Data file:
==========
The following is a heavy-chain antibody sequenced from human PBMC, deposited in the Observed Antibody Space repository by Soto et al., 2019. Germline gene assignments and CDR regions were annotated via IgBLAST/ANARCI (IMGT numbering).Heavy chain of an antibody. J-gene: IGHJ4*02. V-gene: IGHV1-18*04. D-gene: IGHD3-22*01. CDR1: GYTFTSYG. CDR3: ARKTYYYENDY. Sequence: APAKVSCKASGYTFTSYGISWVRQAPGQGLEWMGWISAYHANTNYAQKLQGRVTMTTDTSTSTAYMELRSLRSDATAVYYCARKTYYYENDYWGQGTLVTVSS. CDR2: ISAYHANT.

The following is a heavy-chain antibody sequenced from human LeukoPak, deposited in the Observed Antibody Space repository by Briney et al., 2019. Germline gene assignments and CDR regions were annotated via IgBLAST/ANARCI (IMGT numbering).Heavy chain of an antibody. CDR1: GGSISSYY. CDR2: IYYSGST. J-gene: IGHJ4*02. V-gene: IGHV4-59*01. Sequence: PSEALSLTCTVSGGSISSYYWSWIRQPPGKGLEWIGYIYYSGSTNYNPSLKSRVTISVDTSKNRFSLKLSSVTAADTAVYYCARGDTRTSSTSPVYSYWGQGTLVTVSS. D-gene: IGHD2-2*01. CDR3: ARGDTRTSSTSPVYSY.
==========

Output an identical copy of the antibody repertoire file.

The following is a heavy-chain antibody sequenced from human PBMC, deposited in the Observed Antibody Space repository by Soto et al., 2019. Germline gene assignments and CDR regions were annotated via IgBLAST/ANARCI (IMGT numbering).Heavy chain of an antibody. J-gene: IGHJ4*02. V-gene: IGHV1-18*04. D-gene: IGHD3-22*01. CDR1: GYTFTSYG. CDR3: ARKTYYYENDY. Sequence: APAKVSCKASGYTFTSYGISWVRQAPGQGLEWMGWISAYHANTNYAQKLQGRVTMTTDTSTSTAYMELRSLRSDATAVYYCARKTYYYENDYWGQGTLVTVSS. CDR2: ISAYHANT.

The following is a heavy-chain antibody sequenced from human LeukoPak, deposited in the Observed Antibody Space repository by Briney et al., 2019. Germline gene assignments and CDR regions were annotated via IgBLAST/ANARCI (IMGT numbering).Heavy chain of an antibody. CDR1: GGSISSYY. CDR2: IYYSGST. J-gene: IGHJ4*02. V-gene: IGHV4-59*01. Sequence: PSEALSLTCTVSGGSISSYYWSWIRQPPGKGLEWIGYIYYSGSTNYNPSLKSRVTISVDTSKNRFSLKLSSVTAADTAVYYCARGDTRTSSTSPVYSYWGQGTLVTVSS. D-gene: IGHD2-2*01. CDR3: ARGDTRTSSTSPVYSY.